Together, Immigrant Community in Chicago Glows with the Goodness of Art

cafe fenix mural chicago illinois

It is impossible to miss Café Fenix on 2959 North Pulaski Road in Chicago, Illinois. The building is bursting with the many colors of the rainbow reflected in images of all living creatures, of the sun and the moon and the stars, of peace, joy, light and love. All of God’s creations.

But it is what’s inside Café Fénix that really brings the stunning imagery to life. The restaurant is managed by Cooperativa Fénix, a cooperative of women aimed at advancing leadership in the community. The eatery boasts barista training for young adults and offers “the best food and coffee in Chicago.”

Café Fénix is the literal gateway to Centro San Bonifacio, a community-run organization, incorporated in 1991, missioned to advance self-development through training and mobilizing Promotores de Salud — Community Health Promoters — who provide education and connect families to much needed services.

And glowing in the heart of Centro San Bonifacio and Café Fénix is Together We Shine, a peer support program for the Hispanic immigrant community that is filling every nook and cranny of the building and those within it with living color.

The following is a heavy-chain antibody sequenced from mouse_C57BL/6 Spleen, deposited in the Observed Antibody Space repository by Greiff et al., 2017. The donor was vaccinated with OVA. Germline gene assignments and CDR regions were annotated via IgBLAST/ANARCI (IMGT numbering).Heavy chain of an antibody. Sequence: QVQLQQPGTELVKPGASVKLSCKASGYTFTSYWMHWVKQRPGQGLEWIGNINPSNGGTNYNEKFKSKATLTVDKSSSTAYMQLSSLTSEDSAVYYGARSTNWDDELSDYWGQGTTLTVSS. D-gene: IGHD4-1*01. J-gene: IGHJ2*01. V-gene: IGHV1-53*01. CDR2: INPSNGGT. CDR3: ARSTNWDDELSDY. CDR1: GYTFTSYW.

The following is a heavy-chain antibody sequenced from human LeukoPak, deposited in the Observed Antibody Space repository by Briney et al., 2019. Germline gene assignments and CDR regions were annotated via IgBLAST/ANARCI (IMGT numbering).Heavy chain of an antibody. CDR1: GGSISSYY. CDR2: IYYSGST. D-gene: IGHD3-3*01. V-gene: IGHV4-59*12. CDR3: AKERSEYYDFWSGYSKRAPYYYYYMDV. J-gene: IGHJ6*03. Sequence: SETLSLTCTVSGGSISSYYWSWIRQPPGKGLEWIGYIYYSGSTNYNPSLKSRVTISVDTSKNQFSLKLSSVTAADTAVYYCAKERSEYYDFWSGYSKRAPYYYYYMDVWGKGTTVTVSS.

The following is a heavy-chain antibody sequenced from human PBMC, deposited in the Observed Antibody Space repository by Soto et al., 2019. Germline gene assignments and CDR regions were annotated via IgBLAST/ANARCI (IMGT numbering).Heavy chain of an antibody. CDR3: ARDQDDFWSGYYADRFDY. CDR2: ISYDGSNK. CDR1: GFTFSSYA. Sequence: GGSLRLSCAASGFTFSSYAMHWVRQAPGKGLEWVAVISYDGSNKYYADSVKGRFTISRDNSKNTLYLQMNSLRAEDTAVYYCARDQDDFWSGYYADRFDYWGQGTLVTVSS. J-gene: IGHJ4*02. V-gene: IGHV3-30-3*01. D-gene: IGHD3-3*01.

Together We Shine provides support services and activities to promote healthier relationships within the family system, including social and emotional learning, affirmation of culture and values, conflict resolution and referrals for social services. In other words, the program provides a broad palette of offerings for the community’s families.

Art is one of Together We Shine’s primary colors.

“Art is part of my own personal and spiritual evangelization,” says Marina Patiño, Centro San Bonifacio’s Director of Programs, who came to the center as health promoter in 2008 and then launched the art program, becoming its coordinator. Marina oversees Centro San Bonifacio’s youth development programming that includes many art offerings — like weekly classes for kids (26 currently enrolled) and art camp (which hosted 55 kids and their families in 2022) — as well as barista training for 11 students each year at Café Fénix. “Some of the young adults who came into our art programs at 10 years of age have completed barista training and are now studying to be certified food service managers,” says Marina.

Every vibrant Día de Muertos painting and café latte, hand crafted to the brim with beautiful foam art, begins with academic and emotional health — socioemotional development. To witness students who’ve emigrated to Chicago from Latin America and come to the center, speaking no English, utilizing the programs to gain academic success and life skills like self-care and conflict resolution, “is really great for us to see,” says Marina.

Parents who bring their children to Centro San Bonifacio have the opportunity to experience Together We Shine programming, many with linguistic disconnects, who find themselves overwhelmed outside of their Latin American culture. A mom with five kids who joined a social emotional group discovered that she had “a lot of work to do. I didn’t realize what my kids were dealing with,” navigating a new school, a new society, a new life.